Intravenous literature: Jett, G.A. (2012) A call for consideration of needlestick injury data in evaluating staffing effectiveness. AJIC: American Journal of Infection Control. 40(1), p.81.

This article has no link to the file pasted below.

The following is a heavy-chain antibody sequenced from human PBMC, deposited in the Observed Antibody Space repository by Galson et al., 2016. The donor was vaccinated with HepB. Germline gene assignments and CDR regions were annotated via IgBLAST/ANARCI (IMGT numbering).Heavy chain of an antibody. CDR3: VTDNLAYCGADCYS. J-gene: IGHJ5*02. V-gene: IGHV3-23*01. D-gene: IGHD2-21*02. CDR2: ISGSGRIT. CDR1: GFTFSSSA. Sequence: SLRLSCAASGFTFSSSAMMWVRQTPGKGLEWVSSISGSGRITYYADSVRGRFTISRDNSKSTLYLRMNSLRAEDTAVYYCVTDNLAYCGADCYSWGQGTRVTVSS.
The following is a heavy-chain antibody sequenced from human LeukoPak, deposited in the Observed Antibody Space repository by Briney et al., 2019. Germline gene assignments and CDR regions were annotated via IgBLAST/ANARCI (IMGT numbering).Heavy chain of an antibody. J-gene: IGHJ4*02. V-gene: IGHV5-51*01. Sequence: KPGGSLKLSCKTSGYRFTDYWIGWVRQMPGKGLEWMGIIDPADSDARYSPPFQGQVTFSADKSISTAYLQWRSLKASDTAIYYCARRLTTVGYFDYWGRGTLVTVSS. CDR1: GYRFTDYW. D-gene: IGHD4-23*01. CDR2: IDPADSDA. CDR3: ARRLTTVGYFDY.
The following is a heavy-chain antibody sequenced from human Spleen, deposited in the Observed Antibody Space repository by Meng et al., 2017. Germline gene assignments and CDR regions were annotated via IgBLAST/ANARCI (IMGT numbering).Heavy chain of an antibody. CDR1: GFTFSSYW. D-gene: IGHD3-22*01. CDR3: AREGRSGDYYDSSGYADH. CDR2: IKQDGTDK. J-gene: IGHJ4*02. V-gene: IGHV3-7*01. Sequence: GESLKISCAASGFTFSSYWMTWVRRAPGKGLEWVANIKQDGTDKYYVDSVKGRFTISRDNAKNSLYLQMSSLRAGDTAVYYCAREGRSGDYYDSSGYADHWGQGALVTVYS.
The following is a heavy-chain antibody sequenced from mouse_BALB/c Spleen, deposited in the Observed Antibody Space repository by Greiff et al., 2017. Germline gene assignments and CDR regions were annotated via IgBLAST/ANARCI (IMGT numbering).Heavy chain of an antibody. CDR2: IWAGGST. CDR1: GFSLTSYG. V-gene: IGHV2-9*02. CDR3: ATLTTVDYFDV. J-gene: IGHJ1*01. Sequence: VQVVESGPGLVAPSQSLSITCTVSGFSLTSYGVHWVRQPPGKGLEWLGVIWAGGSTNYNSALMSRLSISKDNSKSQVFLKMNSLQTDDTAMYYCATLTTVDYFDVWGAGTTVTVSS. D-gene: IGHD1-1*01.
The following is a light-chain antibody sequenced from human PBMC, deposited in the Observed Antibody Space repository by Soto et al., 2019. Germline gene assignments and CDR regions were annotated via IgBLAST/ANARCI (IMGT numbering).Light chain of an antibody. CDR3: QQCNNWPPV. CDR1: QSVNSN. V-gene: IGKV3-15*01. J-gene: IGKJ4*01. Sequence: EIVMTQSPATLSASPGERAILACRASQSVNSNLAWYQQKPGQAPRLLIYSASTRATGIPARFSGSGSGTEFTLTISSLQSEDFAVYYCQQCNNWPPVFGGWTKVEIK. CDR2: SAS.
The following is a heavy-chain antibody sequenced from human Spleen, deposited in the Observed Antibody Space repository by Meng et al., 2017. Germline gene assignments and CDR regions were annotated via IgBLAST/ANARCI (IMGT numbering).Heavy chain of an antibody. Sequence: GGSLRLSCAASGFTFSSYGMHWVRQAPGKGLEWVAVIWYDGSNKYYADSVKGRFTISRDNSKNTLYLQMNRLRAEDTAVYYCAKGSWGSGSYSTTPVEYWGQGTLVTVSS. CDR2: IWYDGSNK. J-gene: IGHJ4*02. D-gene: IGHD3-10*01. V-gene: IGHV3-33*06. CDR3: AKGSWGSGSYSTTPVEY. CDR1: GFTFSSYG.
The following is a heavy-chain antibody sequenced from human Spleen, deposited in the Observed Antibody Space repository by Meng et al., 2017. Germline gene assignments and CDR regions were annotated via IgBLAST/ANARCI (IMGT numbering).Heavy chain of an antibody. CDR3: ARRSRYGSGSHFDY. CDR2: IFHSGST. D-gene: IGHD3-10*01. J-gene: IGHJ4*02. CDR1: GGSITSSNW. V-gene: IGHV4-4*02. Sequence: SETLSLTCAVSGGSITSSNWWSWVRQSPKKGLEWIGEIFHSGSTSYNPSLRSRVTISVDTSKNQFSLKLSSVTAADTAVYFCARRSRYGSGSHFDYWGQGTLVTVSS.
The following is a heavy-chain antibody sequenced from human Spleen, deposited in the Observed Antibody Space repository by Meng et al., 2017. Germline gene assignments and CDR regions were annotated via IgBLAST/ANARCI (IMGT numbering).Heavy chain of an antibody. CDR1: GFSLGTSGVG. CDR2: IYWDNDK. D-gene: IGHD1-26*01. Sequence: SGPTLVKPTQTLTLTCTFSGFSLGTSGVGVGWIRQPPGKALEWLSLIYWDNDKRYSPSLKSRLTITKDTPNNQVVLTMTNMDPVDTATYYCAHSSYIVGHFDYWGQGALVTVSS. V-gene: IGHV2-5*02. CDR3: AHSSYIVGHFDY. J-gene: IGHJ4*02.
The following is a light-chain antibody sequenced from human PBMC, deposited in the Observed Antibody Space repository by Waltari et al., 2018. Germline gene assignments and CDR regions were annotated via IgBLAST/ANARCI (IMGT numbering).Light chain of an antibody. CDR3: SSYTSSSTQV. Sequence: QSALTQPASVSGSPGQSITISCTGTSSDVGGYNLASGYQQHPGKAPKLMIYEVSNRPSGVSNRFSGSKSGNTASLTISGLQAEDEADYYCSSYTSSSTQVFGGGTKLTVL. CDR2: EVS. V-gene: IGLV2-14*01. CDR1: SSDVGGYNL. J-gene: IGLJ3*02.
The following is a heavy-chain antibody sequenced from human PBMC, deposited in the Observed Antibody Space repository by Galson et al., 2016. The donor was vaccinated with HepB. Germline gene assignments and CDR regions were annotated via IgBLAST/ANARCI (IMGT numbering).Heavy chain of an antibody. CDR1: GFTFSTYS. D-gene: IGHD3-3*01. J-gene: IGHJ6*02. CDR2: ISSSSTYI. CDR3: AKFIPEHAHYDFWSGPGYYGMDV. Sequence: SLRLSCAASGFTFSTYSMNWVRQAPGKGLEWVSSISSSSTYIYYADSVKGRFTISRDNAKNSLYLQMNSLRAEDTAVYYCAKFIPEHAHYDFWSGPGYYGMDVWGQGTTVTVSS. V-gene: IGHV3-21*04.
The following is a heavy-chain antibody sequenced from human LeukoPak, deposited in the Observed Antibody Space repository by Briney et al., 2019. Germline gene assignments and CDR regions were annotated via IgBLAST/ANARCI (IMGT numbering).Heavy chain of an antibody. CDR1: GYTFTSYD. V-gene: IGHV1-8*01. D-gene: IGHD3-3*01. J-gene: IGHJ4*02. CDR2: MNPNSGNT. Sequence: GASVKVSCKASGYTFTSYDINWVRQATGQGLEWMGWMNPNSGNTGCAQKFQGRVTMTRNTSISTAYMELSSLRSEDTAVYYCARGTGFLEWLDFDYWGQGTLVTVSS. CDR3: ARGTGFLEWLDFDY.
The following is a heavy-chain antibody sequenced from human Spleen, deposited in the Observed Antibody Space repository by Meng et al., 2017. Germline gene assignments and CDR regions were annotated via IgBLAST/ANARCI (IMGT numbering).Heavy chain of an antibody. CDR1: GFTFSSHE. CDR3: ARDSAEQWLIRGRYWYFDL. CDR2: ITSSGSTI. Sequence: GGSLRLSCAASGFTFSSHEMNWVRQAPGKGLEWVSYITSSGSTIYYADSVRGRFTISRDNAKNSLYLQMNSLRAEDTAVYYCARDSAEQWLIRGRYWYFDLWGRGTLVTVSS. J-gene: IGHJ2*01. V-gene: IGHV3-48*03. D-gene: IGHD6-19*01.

“Dr Larson, I applaud the effort to promote improved understanding of contributing factors to occupational injuries and bloodborne pathogen exposures that Patrician, Prior, Fridman, and Loan discussed in their June 2011 article. As the authors posit, the impact of staffing on the prevalence of needlesticks and other injuries among nurses has received limited attention to date. In my experience in occupational health nursing and infection prevention, the primary targets of needlestick injury follow-up investigations are typically individual behavioral factors and the use of engineered safety devices. This approach is an appropriate initial step but fails to determine potential root causes for the injury event. Other research has demonstrated scheduling and work factors such as extended-hour shifts, sequential shifts with inadequate time away from work, and night or weekend shifts to significantly increase the risk of needlestick injuries. We must place significantly greater attention on the multifactorial contributors to needlestick injuries. This includes consideration of workforce injuries and exposure event data in evaluating staffing effectiveness in health care organizations. Infection preventionists, occupational health nurses, and health care leaders should incorporate nursing workload indicators into their analysis of injury data to better understand and decrease the prevalence of needlestick injuries.”